Atkins v. Moore, C.A. No. 3:96-2859-22 (D. S.C. 6/10/1997), C.A. No. 3:96-2859-22.

Decision Date10 June 1997
Docket NumberC.A. No. 3:96-2859-22.
CourtUnited States District Courts. 4th Circuit. United States District Court of South Carolina



Petitioner, a death-row inmate, brought this habeas corpus action, pursuant to 28 U.S.C. § 2254, on January 15, 1997. He claims numerous errors arising from his three murder convictions, capital sentencing proceeding and subsequent state reviews spanning a 27 year period. There is no dispute that Petitioner actually killed three people, but he challenges whether those killings constitute murder, and what consequences may attach to those convictions. The matter is before the court on Respondents' Motion for Summary Judgment on all claims asserted in the Petition for Writ of Habeas Corpus.

For the reasons set forth below, the court finds that Respondents' Motion for Summary Judgment is well-founded and should be GRANTED. Other pending motions are decided as well.

Pursuant to an expedited briefing schedule established by the court by order of January 15, 1997, and amended on February 4, 1997, Respondents (hereinafter "the State") filed their Return and Motion and Memorandum in Support of Summary Judgment on February 28, 1997. The State submitted a Supplemental Return on March 4, 1997. This included additional materials relating to state postconviction proceedings arising out of the two 1985 murders for which Petitioner was convicted and the separate state postconviction proceedings commenced in 1987 arising out of the 1970 murder for which Petitioner was also convicted. The 1970 conviction served as the sole aggravating circumstance for Petitioner's current death sentences. On April 1, 1997, Petitioner, by appointed counsel, filed his Memorandum of Law in Support of the Petition for Writ of Habeas Corpus and in Opposition to Respondents' Motion for Summary Judgment. On the same date Petitioner also filed his Motion for an Evidentiary Hearing and a Motion to Expand and Correct the Record.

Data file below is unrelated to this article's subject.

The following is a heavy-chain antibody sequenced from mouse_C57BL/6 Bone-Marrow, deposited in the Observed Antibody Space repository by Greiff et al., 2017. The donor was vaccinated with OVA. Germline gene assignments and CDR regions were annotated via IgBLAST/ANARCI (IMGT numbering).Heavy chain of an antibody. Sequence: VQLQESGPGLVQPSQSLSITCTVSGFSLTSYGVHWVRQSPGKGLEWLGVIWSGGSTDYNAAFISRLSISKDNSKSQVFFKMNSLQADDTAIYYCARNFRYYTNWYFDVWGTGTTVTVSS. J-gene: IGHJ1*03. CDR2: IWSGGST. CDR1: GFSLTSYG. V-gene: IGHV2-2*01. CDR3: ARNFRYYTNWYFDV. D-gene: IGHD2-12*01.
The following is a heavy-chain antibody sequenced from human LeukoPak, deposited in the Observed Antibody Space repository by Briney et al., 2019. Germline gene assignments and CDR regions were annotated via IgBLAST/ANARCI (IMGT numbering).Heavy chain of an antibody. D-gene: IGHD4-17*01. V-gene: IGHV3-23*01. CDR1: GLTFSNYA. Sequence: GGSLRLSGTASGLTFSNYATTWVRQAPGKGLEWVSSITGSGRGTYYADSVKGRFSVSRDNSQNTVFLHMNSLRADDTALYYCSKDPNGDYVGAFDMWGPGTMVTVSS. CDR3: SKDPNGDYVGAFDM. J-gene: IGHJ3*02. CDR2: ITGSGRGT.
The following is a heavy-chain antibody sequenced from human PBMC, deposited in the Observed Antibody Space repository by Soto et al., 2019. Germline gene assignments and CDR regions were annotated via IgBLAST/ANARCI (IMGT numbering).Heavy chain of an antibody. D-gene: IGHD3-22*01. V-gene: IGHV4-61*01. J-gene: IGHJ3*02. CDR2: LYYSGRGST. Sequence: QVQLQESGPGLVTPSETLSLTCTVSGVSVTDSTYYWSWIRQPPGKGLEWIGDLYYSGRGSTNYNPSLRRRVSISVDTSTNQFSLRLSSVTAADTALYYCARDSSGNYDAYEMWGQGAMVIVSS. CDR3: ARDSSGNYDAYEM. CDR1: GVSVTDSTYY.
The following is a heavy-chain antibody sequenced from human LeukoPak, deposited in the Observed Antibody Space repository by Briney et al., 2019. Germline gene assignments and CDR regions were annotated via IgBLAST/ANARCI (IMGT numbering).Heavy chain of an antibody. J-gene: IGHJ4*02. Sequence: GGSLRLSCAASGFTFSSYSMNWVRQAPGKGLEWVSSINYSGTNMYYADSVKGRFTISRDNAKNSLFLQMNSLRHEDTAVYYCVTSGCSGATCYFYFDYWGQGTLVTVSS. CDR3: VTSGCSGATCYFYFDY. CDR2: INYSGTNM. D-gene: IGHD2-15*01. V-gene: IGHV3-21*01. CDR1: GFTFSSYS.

In order to meet the time requirements established in the Fourth Circuit Judicial Council's Order No. 113 dated October 3, 1996, (district courts henceforth required to render a decision in a death penalty case within 180 days of the date of the petition being filed), this case was not referred to a United States Magistrate Judge for a Report and Recommendation. Rather, this court has conducted all proceedings and completed the appropriate review. The court has now reviewed the extensive record in this matter, including the twelve-volume Appendix ordered by the court to be filed in September 1996, four months before the Petition's filing date,1 as well as all subsequently filed briefs and records. The court finds that all issues have been amply briefed and argued, where necessary, and that all matters are ripe for adjudication.


The following facts are drawn from the complete record before the court.

Events relevant to the Petition begin in 1970 shortly after Petitioner returned to Charleston from a tour of active duty in Vietnam. Petitioner and his brother, Charles, were visiting friends on December 31, 1969, when the two brothers had an altercation. Petitioner left the friends' residence, and returned to his father's house, a distance of several miles. In an agitated state, he then retrieved, over his father's objections, a shotgun and returned to the friends' residence, where he fatally shot his brother. As he left the friends' home, Petitioner shot out the front windows of the residence.

Petitioner was indicted at the March 1970 term of General Sessions Court for Charleston County. He was represented by retained counsel, Thomas P. Lesesne, III, who is now deceased. Mr. Lesesne had previously represented Charles. The Solicitor, Robert Wallace, had agreed to a plea of voluntary manslaughter. Accordingly, on May 28, 1970, the Solicitor, Mr. Lesesne and Petitioner appeared before Judge Clarence Singletary. When asked to give the court his version of events Petitioner answered "he [Charles] reached back like this in his back pocket where he had his gun, and I was scared he was going to shoot." (Supp. App. I at 16-17). Judge Singletary explained he could not accept a manslaughter plea if Petitioner claimed he shot in self-defense. The guilty plea was aborted, and Petitioner proceeded immediately to trial. The jury rejected Petitioner's claim of self-defense and found Petitioner guilty of murder, recommending mercy. Petitioner was sentenced to life imprisonment. On June 8, 1970, Mr. Lesesne filed a Notice of Intent to Appeal. The appeal, however, was never perfected. It was, therefore, deemed abandoned. Petitioner was paroled from the 1970 conviction on March 14, 1980. After his release from prison, Petitioner returned to North Charleston to live, where he occupied one-half of a duplex owned by his father, Benjamin Atkins. Petitioner worked odd jobs and had a habit of drinking regularly. His girlfriend, Linda Walters, lived with him.